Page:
When instructional designers try and interpret a descriptive framework as a prescriptive one, they come up with a set of rules/commandments that dilute the effectiveness of learning material.  In the next section, I will address some misconceptions that routinely masquerade as ID commandments.

Popular Misconceptions

  1. Every framework is a template

So, Bloom’s taxonomy which is a descriptive framework and NOT a prescriptive one has a list of measurable verbs for each performance level. Stick to the list, and you will not err – that is the rule which is routinely taught and applied! By this logic, opening a Word document is pegged at Bloom Level three (application) because the objective is written using the word, perform – “Perform the steps to open a Word document”. It doesn’t matter that this task only involves a simple recall of steps.

Kolb’s model, again a descriptive framework becomes a template for designing workshop sessions. The four stages are interpreted to be sequential, and classroom activities are designed to reflect the four stages. Going back to our example of opening a Word document, if an instructional designer applies the Kolb’s model to teach it in a classroom, this will be the sequence of events:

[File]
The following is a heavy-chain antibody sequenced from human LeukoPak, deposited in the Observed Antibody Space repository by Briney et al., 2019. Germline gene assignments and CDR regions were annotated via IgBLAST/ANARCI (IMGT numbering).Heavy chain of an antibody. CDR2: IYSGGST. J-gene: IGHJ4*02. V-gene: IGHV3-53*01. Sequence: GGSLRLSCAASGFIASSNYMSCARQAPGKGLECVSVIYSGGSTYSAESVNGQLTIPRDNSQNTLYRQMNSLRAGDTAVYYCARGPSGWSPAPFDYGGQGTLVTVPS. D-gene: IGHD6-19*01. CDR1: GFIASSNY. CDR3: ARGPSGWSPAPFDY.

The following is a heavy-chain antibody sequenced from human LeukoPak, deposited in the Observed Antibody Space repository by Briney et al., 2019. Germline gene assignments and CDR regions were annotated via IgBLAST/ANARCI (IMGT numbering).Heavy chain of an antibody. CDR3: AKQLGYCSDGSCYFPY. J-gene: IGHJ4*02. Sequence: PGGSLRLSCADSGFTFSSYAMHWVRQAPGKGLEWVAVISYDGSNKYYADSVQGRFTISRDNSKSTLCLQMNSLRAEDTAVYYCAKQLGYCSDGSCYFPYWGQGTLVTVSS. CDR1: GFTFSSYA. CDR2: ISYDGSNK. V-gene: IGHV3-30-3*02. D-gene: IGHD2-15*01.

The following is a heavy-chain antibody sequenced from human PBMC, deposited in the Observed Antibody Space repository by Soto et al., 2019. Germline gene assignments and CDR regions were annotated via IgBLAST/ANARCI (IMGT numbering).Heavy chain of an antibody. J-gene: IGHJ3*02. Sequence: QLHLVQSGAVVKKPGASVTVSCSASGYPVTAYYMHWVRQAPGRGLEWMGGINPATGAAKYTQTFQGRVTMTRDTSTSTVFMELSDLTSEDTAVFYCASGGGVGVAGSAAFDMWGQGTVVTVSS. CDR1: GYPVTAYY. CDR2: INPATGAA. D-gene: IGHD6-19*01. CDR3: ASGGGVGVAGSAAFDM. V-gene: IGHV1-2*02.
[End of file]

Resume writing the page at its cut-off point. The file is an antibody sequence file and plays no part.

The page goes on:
• Concrete Experience: Open a Word Document
  • Reflective Observation: How did you open the Word document?
  • Abstract Conceptualization: There is more than one way, but one of these is the simplest and the common way to open a Word document
  • Active Experimentation: Open a Word document in the workplace

Instructional designers must understand that Kolb’s model is not a template to be applied to a learning piece. It’s much more complex. It explains how cognitive processes work in adults, and how adult learning styles may influence these processes. Since the model also encompasses learning styles, a learner can start from any stage and not strictly from the concrete experience stage. When applying this framework it is important to confirm whether the content will benefit from reflection, interpretation and generalization.  Learning how to open a Word document will stick if one performs the task repeatedly over a period of time. Repetition and practice are what matter here, and not reflection, interpretation and generalization.